Skip to main content

Beacon Senior News

Modern-day couponing

May 03, 2022 10:49AM ● By Adam Cochran

Growing up, my mom and grandma would clip and sort coupons. They would even go together on shopping trips to stock up on items that had purchase limits for the sales. Sometimes, they would use the power of the double coupon combined with a good sale and pay pennies for something that would have otherwise cost several dollars.

We are experiencing a drastic increase in inflation, similar to what the country experienced in the late ’70s and early ’80s, and the cost of everything is rising quickly. Unlike those days, the printed coupon and grocery store circulars aren’t as ubiquitous. But, there are still great deals to be had.

In the old days, clipping coupons was very time intensive. Typically, you had to subscribe to the Sunday and Wednesday newspapers, and carefully sort your junk mail to ensure a valuable coupon didn’t accidentally make it into the trash. You also had to read the circulars to see what items were significantly marked down that week.

However, it paid off big time when our family finances were beyond tight. My mom would come home with armloads of groceries and we never went hungry. In fact, we never even went without ice cream or good cereal.

Thanks to technology, shopping for deals is easier than ever. Every major store offers an app. Restaurants, retail stores, gas stations and hotels all provide portals to better deals than what you would pay by simply walking in the door. Here are some of my favorite ways to use shopping apps to make shopping easier and less expensive.

Sign up for loyalty programs. Before you begin shopping for the best price, take the time to set up an account with every place you plan on shopping. This can take some time, but it will be worth it because many gas stations, restaurants and retailers have special app-only offers that you can only see if you are logged in.

This can feel overwhelming because it means you have to create a new password for each app. To make this easier, use a basic format with a simple prefix and use the business name for the rest and add a special character somewhere in the mix. Example: MyPw!Walmart.

Opt out of and turn off alerts. Most apps have a checkbox asking if you’d like to receive alerts about deals. You don’t. Trust me.

Set security to allow location services while using the app. This may seem intrusive, but it’s in your best interest. When you are using the app at Walmart or McDonald’s, it will use your location to ensure that the price and deals for that exact location are displayed.

Use apps instead of your phone number. Many stores allow you to use your phone number at checkout to ensure you receive all general loyalty deals, but many businesses are adding deals to the app that will only apply if you scan your loyalty barcode via the app.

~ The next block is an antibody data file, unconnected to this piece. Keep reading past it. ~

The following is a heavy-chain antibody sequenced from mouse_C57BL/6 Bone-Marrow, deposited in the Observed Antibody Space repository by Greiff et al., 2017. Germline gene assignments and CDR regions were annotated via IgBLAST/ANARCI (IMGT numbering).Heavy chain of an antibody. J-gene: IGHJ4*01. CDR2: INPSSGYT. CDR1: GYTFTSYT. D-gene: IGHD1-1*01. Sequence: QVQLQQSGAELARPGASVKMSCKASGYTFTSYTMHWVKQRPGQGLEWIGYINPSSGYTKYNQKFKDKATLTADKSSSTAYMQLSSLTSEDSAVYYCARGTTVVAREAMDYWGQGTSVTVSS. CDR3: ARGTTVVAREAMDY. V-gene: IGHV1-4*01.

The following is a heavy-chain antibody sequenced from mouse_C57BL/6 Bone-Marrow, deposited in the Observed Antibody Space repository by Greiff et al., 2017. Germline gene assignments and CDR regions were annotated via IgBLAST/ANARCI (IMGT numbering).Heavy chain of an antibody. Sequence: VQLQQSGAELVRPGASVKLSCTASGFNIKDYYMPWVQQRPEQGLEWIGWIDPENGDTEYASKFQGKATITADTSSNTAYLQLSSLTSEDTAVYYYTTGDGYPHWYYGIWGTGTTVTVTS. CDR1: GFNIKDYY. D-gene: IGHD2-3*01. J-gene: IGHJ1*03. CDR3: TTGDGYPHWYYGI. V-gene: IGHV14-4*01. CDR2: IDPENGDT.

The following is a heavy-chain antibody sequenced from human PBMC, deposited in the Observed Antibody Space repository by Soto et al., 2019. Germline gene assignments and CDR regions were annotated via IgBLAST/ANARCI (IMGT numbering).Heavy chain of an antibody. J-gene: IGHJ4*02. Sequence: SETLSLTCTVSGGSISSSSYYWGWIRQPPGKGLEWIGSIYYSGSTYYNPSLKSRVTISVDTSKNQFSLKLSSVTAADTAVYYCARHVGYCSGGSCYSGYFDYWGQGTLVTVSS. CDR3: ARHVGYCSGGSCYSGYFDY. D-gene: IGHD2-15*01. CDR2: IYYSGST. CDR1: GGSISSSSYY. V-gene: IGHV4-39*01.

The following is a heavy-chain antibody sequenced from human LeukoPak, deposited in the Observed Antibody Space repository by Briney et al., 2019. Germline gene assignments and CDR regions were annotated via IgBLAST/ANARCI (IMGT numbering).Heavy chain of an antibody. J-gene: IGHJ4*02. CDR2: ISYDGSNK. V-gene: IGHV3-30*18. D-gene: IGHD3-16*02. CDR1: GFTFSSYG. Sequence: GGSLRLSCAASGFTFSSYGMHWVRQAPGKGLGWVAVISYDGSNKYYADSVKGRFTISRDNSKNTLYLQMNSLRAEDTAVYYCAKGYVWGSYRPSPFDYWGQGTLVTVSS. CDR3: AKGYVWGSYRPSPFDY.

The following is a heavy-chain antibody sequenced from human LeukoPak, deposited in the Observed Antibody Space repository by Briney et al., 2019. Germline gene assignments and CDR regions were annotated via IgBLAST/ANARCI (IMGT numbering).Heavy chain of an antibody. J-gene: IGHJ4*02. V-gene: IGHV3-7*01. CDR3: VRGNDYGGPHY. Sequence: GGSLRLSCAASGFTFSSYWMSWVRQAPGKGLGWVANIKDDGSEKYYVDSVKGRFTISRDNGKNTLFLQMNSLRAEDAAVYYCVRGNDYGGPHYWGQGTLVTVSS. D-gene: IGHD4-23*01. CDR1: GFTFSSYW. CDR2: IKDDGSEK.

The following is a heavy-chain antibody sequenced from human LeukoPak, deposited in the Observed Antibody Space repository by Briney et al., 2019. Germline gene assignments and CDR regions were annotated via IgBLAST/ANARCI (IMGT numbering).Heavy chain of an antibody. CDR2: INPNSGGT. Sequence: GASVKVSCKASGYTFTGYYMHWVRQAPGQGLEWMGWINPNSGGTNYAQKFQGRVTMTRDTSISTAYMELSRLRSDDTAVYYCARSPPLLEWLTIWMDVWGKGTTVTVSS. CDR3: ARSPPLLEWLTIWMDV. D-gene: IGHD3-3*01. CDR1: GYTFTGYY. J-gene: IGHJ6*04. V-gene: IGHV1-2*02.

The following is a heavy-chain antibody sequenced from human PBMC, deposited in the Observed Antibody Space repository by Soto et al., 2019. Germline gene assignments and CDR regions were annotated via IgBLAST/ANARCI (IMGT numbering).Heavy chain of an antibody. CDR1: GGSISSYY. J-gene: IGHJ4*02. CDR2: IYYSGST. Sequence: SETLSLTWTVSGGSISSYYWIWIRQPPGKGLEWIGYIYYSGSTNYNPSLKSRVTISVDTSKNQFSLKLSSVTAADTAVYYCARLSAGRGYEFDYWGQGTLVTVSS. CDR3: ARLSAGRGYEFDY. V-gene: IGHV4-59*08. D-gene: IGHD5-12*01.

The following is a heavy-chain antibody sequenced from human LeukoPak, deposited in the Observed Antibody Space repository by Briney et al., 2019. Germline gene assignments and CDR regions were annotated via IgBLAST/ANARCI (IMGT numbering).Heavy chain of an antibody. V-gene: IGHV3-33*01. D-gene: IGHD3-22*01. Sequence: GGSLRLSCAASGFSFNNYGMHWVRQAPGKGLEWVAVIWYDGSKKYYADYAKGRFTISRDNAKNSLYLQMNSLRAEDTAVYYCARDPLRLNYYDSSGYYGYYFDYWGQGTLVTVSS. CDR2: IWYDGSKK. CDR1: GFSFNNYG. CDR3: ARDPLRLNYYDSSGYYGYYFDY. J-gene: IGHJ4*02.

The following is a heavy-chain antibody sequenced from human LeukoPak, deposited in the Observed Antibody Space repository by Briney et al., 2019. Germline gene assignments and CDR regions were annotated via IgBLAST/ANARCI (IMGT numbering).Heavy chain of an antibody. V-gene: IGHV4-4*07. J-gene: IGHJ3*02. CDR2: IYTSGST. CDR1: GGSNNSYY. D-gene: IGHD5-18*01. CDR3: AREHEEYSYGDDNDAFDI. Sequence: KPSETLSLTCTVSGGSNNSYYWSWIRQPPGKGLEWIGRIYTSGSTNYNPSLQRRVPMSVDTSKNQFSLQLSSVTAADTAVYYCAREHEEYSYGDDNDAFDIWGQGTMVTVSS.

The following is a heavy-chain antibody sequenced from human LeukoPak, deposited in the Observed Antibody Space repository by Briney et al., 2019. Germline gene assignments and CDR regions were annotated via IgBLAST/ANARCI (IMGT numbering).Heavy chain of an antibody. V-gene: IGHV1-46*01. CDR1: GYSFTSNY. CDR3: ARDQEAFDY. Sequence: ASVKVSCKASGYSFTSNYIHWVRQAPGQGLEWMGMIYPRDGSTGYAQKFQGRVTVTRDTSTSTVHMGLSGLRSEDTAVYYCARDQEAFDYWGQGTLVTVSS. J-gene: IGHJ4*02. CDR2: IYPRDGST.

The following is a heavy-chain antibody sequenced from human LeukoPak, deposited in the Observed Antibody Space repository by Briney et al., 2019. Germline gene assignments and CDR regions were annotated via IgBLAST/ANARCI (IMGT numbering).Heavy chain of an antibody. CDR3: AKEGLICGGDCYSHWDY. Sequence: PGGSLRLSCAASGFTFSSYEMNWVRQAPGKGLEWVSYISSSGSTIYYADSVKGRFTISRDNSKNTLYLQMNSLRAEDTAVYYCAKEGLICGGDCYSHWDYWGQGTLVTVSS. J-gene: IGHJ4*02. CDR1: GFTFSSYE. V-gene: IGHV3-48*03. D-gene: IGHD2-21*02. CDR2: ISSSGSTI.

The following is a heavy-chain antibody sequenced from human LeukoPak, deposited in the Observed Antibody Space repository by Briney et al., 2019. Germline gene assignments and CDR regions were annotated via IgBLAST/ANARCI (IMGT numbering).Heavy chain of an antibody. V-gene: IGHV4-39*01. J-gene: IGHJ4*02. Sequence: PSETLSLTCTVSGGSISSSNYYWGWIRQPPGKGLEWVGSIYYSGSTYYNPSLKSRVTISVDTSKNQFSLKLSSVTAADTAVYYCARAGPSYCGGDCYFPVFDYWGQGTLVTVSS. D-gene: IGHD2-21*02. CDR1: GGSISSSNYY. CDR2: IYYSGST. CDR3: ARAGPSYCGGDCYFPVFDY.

Fuel is almost always cheaper with apps. City Market, Walmart, Shell, Exxon and Sinclair are just a few of the places where you can get as much as 10 cents off each gallon of gas if you enter your loyalty info before filling the tank.

Never waste time looking for something in the store. In addition to current sales, inventory and prices, most major retailers also display where the item is located in the store. This can be extremely helpful when you make a trip to the hardware store for everything you need to fix a major leak in your roof-mounted swamp cooler or you have lost track of the four places that Walmart keeps flashlights.

Use your phone’s search to locate apps. Once you download all these apps, it can be a pain to keep track of where they are located on your smartphone. Both Apple and Android phones have a search tool that allows you to type in the first few letters of the store name to reveal the app icon. You can also use “Hey Siri” or “OK Google” to open the app with your voice.

What about privacy? The most common concern that I hear from people about using shopping apps is that they don’t want the store to know what they buy. While this is even more true if you are using a loyalty card, if you have ever returned something to Walmart, Home Depot, Best Buy or most other retailers, they can look up your receipt by using the credit card number you purchased the item with. That means the store knows what you bought, when you bought it, what else you purchased and how much you paid. All loyalty programs are used by stores to track data. They use that data to set prices, arrange their stores, make inventory decisions and lure you back to buy more. 

Send your technology questions to Adam in care of the BEACON, or email him directly at [email protected]